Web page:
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Cancer Biother Radiopharm. 1998 Aug;13(4):239-54.

Low-dose, fractionated radioimmunotherapy for B-cell malignancies using 131I-Lym-1 antibody.

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  • 1University of California Davis Medical Center, Sacramento 95816, USA.

Abstract

PURPOSE:

This trial was conducted to assess the toxicity and efficacy of 131I-Lym-1 in patients with either malignant B-cell non-Hodgkin's lymphoma (NHL) or chronic lymphocytic leukemia (CLL) using low-dose, fractionated radioimmunotherapy (RIT).

MATERIALS AND METHODS:

Thirty adult patients who had advanced B-cell malignancies (25 NHL and 5 CLL) had progressed despite standard therapy; 12 patients entered the trial with Karnofsky performance status (KPS) of equal to or greater than 60. Patients were treated with a series of intravenous doses of 131I-Lym-1 with a goal of reaching a cumulative dose in each patient of at least 300 mCi. All patients were Lym-1 reactive. Clinical responses and immediate toxicity were evaluable in all 30 patients and delayed toxicity in 26.

RESULTS:

Toxicity to Lym-1 antibody occurred with 28% of the 176 doses and was transient. Human antimouse antibodies (HAMA) were generated in 30% after a mean of 4 doses, but interrupted therapy in only 10% of the patients. Thrombocytopenia was dose-limiting; there were no deaths due to toxicity. Tumor regression occurred in 25 (83%) of the patients and was great enough, and durable enough, in 17 (57%) to qualify them as responders; 13 NHL patients and 4 CLL patients. Advanced disease often interrupted therapy prematurely. However, 18 patients received at least 180 mCi of 131I-Lym-1; 17 (94%) of these responded to the therapy.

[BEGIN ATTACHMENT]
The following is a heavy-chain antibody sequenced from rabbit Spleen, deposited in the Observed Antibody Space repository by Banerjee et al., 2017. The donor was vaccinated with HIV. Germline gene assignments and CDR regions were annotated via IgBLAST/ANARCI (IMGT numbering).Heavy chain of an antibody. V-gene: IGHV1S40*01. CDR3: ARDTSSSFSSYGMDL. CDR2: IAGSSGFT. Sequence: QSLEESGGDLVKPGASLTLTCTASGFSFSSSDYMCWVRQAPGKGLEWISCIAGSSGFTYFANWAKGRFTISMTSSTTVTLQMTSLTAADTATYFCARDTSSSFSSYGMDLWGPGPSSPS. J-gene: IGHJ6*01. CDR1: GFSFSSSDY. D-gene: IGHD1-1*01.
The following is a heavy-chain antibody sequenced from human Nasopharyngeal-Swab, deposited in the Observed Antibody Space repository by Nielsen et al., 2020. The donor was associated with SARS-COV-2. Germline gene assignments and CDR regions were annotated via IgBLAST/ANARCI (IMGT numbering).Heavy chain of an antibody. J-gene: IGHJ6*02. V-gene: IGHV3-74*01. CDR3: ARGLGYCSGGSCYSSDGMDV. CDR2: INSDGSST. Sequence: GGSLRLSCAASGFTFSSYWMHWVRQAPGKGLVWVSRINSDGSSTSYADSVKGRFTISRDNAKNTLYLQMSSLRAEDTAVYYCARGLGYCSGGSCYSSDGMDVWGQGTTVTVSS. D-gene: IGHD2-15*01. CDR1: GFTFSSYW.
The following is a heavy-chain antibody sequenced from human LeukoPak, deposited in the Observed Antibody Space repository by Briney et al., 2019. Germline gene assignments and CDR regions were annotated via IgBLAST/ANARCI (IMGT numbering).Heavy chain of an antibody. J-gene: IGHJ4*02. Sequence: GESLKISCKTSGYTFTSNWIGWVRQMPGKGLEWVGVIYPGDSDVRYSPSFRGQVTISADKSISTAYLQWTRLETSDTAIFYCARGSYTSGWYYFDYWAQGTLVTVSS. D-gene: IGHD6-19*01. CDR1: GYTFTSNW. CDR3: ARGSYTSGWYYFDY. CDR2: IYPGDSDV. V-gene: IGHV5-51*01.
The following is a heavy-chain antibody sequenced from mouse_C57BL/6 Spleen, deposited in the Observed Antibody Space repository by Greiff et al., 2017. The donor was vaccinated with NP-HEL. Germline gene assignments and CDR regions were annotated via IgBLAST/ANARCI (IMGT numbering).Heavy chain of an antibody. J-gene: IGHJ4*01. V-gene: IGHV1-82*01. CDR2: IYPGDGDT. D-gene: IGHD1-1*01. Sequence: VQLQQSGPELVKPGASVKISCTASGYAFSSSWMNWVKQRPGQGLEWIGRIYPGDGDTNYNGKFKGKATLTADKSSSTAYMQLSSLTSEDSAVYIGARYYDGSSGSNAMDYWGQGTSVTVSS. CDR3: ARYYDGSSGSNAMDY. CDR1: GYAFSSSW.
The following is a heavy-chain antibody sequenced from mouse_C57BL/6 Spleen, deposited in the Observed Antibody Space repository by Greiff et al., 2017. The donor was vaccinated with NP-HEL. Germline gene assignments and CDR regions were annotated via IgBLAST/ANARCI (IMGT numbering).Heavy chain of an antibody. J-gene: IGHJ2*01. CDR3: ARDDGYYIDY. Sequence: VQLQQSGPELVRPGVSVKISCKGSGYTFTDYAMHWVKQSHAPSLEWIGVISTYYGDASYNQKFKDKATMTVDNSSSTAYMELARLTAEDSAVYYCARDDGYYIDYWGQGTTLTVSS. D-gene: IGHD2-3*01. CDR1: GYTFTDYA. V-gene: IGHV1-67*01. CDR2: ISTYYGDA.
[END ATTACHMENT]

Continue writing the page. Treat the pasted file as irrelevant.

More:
CONCLUSION:

Although advanced disease often interrupted therapy prematurely, the results from 131I-Lym-1 therapy are clearly promising and warrant additional trials.

PMID:
10850360
DOI:
10.1089/cbr.1998.13.239
[PubMed - indexed for MEDLINE]
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